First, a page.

How Mother's Smoke Puts Infants At High Risk Of Sudden Infant Death (SIDS)
Though the link between mothers who smoke during pregnancy and babies who succumb to sudden Instant death syndrome (SIDS) has been made, one more piece of research has demonstrated specifically how the smoke impacts the fetus.
Dr. Gary Cohen and his team of researchers at Sweden's Karolinksa Institute studied 36 infants from birth to age one; 17 of the infants had mothers who smoked during pregnancy.
It was found upon first examination that the 17 infants exposed to in utero smoke had significant problems regulating their blood pressure and abnormal heart rates. Although one's blood pressure generally rises slightly after standing up, at just one week after birth, these babies showed an abnormally high blood pressure rise when lifted up from a lying down position.
The researchers found that over the course of the year, the babies' blood pressures became harder to regulate according to activity and, by the time they were one year old, blood pressure actually went down when the baby was lifted.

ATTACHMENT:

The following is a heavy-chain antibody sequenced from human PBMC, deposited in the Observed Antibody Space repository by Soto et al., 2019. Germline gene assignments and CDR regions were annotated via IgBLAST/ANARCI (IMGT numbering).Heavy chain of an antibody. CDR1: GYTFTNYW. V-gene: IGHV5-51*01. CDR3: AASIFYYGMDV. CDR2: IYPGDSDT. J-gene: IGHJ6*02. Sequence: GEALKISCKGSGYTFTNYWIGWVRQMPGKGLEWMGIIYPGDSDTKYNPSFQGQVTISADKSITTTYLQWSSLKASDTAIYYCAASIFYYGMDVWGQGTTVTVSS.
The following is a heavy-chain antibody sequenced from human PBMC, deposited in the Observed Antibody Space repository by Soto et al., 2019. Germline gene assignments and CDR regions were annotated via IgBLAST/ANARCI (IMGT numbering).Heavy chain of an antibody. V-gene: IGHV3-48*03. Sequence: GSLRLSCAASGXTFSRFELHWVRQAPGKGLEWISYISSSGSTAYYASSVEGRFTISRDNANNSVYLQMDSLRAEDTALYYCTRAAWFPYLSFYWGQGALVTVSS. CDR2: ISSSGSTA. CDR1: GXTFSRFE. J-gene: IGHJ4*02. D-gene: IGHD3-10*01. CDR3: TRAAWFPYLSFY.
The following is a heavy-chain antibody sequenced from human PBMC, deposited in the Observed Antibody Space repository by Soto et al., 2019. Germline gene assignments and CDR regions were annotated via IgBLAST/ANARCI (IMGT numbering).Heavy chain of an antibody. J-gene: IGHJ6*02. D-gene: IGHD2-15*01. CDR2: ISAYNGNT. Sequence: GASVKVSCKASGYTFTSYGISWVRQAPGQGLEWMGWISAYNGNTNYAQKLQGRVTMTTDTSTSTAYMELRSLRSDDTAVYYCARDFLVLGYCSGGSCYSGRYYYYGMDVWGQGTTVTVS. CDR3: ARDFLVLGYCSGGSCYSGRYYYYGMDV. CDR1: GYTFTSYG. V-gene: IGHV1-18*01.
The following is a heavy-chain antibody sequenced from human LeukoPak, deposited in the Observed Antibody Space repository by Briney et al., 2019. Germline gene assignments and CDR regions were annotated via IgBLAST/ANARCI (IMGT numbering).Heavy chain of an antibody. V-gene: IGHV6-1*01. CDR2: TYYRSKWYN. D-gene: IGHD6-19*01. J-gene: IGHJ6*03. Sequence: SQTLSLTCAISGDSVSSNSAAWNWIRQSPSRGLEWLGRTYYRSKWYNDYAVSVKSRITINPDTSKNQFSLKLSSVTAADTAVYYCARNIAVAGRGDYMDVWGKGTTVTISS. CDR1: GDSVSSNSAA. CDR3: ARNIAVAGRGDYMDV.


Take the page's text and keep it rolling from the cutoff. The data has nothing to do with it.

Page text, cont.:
Dr. Cohen said that the cardiovascular element of SIDS was known, but that this particular study explained at least one reason why sudden infant death is a higher risk for babies of mothers who smoke.
It is estimated that more than a third of "cot deaths" would be avoided if mothers did not smoke during pregnancy.
"Babies of smokers have evidence of persistent problems in blood pressure regulation that start at birth and get worse over time.... This study reveals for the first time that early life exposure to tobacco can lead to long-lasting reprogramming of the infant blood pressure control mechanism," Dr. Cohen said.
The Karolinksa Institute plans to follow this same group of infants as they grow to see how the paths their cardiovascular systems take as the children grow.
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